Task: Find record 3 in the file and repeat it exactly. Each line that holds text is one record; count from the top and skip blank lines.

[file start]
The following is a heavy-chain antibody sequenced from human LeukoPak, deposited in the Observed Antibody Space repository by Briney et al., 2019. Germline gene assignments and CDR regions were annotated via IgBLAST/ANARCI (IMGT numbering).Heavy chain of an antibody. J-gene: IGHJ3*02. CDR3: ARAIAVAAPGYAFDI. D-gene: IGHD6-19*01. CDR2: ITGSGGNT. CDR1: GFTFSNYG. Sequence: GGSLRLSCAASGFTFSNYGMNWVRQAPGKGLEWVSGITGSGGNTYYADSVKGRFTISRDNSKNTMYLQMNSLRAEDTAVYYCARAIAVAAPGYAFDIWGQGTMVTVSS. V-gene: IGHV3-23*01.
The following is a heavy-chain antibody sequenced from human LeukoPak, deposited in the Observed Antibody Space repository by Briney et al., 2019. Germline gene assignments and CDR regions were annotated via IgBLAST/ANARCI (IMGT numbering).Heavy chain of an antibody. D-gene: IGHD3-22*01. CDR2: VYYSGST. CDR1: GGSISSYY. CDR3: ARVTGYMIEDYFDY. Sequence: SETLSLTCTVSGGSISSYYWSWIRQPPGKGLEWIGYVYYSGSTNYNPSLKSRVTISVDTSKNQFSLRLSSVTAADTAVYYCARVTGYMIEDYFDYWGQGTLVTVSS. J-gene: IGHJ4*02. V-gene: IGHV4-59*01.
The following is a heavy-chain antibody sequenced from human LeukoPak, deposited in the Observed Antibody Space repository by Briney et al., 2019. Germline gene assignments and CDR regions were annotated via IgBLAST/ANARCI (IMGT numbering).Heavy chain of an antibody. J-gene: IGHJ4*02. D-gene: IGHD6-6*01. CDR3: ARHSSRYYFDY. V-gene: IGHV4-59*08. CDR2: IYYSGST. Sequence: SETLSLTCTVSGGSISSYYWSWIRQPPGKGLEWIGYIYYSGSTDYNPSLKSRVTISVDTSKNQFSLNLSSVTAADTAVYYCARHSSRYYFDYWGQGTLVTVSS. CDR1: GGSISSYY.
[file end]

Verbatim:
The following is a heavy-chain antibody sequenced from human LeukoPak, deposited in the Observed Antibody Space repository by Briney et al., 2019. Germline gene assignments and CDR regions were annotated via IgBLAST/ANARCI (IMGT numbering).Heavy chain of an antibody. J-gene: IGHJ4*02. D-gene: IGHD6-6*01. CDR3: ARHSSRYYFDY. V-gene: IGHV4-59*08. CDR2: IYYSGST. Sequence: SETLSLTCTVSGGSISSYYWSWIRQPPGKGLEWIGYIYYSGSTDYNPSLKSRVTISVDTSKNQFSLNLSSVTAADTAVYYCARHSSRYYFDYWGQGTLVTVSS. CDR1: GGSISSYY.